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Cheerleaders and sick days: Five questions for California Assemblywoman Lorena Gonzalez

If you follow state-level legislation aimed at helping working people, you’ll see the name Lorena Gonzalez come up often. As a member of the California Assembly, Gonzalez wrote California’s paid sick leave law, but that’s not all:

Assemblywoman Gonzalez also passed legislation prohibiting HOAs from fining homeowners for replacing grass lawns with drought resistant landscaping, created the first workplace bullying training requirement in the nation, and paved the way for stronger safety standards for high school student athletes by classifying high school cheerleading as a sport. She also co-authored the nation’s toughest rules to close the gender pay gap, and passed California’s New Motor Voter Act to streamline the registration for nearly seven million eligible voters.

Even in deep blue California, Gonzalez’s bills don’t always become law, but she’s been instrumental in moving the ball forward there, showing the rest of the nation that laws so often characterized by their opponents as unworkable pie in the sky are in fact sound policy. We asked Gonzalez five questions.

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Gardens ready for visitors in Livingston County

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X factor for high desert gardens in xeriscaping

I’ve become so accustomed over the past decade to Boise’s high desert climate — and the brown, sage-brush covered Foothills — that whenever I visit western Oregon, I’m bowled over by the technicolor array of greenery in that biosphere. It’s like discovering a Crayon box filled with only emerald hues.

My fondness for the lush landscapes of wetter climes has definitely hindered my investigation into plants better suited for the Treasure Valley. But let’s face it, drought-tolerant plants just make sense here.

Portland gets about 40 inches of precipitation each year, most of it from rain. On average, Boise gets just shy of 12 inches of annual precip — and very little of that comes during the blazing summer months.

National Weather Service data show these monthly precip norms: .69 inches in June, .33 inches in July and .24 inches in August.

I’ll admit that when gardening expert Debbie Courson Smith suggested a Dig In video on xeriscaping, images of dreary plants surrounded by rock flash through my head. But my perception of xeriscaping — and the plants associated with it — was wrong.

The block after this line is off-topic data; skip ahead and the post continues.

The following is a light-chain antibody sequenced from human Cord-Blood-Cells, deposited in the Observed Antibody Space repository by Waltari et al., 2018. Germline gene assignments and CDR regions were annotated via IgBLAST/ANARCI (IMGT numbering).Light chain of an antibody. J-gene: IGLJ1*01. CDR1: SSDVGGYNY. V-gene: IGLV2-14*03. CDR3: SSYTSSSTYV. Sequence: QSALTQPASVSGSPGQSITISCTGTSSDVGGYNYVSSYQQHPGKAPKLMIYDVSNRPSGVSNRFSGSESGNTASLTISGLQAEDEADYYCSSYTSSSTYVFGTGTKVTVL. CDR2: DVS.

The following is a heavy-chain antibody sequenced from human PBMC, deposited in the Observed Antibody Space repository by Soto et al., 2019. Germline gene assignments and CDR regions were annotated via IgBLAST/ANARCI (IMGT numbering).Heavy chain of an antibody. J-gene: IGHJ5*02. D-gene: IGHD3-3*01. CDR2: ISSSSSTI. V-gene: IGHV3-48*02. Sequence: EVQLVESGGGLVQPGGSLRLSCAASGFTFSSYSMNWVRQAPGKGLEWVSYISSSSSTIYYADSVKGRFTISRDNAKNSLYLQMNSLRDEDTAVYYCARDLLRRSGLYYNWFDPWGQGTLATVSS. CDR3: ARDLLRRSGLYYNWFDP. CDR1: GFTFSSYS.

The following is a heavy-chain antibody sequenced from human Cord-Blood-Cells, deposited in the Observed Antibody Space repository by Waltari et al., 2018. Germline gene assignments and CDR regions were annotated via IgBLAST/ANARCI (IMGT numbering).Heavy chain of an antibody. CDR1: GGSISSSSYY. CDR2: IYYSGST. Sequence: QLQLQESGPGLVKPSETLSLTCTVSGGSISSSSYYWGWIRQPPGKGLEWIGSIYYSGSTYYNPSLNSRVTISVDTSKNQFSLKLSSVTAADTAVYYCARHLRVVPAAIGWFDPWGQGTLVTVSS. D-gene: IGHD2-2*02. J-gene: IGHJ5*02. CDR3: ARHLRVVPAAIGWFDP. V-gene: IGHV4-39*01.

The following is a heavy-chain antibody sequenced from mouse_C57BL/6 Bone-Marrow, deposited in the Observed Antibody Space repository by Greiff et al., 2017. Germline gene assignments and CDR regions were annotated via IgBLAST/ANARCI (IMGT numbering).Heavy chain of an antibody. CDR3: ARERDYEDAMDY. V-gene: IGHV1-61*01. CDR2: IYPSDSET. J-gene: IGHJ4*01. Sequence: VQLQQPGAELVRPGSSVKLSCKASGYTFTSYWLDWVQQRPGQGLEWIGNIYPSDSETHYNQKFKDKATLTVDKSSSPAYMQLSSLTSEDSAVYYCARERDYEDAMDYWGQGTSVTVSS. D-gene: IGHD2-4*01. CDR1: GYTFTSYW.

Xeriscaping is a landscaping designed for arid climates that utilizes water-conserving techniques, including drought-tolerant plants and mulch.

How do I know this? I’ve spent a fair amount of time looking at the plants in the xeriscape demonstration garden outside the front of the University of Idaho Extension building at 5800 N. Glenwood St.

If you’re interested in making your yard more water-wise, I suggest you check it out too or one of the other local native plant/xeric gardens listed in the box with this story.

“We have a wide variety of plants for you to check out seasonally — see what they look like in the winter, see what they look like in the spring,” Debbie said. “They change over the seasons, and that may be of interest to you.”

She warns that some people have the mistaken impression that xeriscaping means zero watering or maintenance. You will need to water, just not as much, and there will be weeds.

I found a bunch of plants outside the UI Extension office that I’d love to get, not just because they’re right for this climate or a good choice environmentally but because they are colorful (evening primrose, wine cups, black-eyed susans, lavender, coneflower) or have interesting texture, leaves (lamb’s ear). There’s a large, old Desert Willow tree that’s unlike anything I’ve ever seen, and it’s got wonderful fragrant pink blossoms.

The Ada County Master Gardeners put out tags that identify the plants, so you can take photos and notes. If you’ve got questions, pop inside and talk to one gardeners. Here are some notes from Debbie and other experts about a few of the plants I found most eye-catching:

▪  Sedum. Easy to find and can play the role of “living mulch,” retaining soil moisture. It produces blooms on low stalks, and the flowers attract pollinators. Available in a variety of colors and textures. Some species used in green roofs.

▪  Delosperma nubigenum, or hardy yellow ice plant. Perennial groundcover. Yellow daisy-like flowers in late spring.

▪  Curliecue sage, or sea foam. Bubbly-looking with little yellow button flowers in late summer.

In an article about water-wise landscaping this past spring, Nell Frazer Lindquist of the Idaho Botanical Garden encouraged readers to consider native plants because they typically need less water and may not need fertilizer.

She noted that Boise’s Draggin’ Wing Farm specializes in growing and selling drought-tolerant plants that are native or well adapted to Idaho.

Pro tip: Don’t feel like you have to re-do or plan out your whole yard. Experiment in a section of the yard that’s particularly dry, as along the driveway.

Though some people who xeriscape their yards do use rocks, you don’t have to use any. To help the soil retain water, put down a bark mulch instead. Or not. It’s really up to you.


  • University of Idaho Extension, 5800 N. Glenwood St., Garden City.
  • Jim Hall Foothills Learning Center’s Native Plant Garden, south side of building, 3188 Sunset Peak Road, Boise.
  • The Idaho Botanical Garden’s Water Conservation Landscape, 2355 Old Penitentiary Road, Boise.
  • The BLM FireWise Garden at the Idaho Botanical Garden, Boise.
  • Suez’s low-water demonstration garden at 8248 W. Victory Road, Boise.
  • Draggin’ Wing Farm’s demonstration gardens at 5300 N. Stinger Drive, Boise.

Classes, info on xeriscaping

▪  Every spring, the City of Boise collaborates with Suez Water (formerly United Water) to offer public free classes on water-efficient landscaping, composting and other topics. Look for notice of those classes in late January or February. They’re typically held at a city library, with 30 to 100 attendees each week.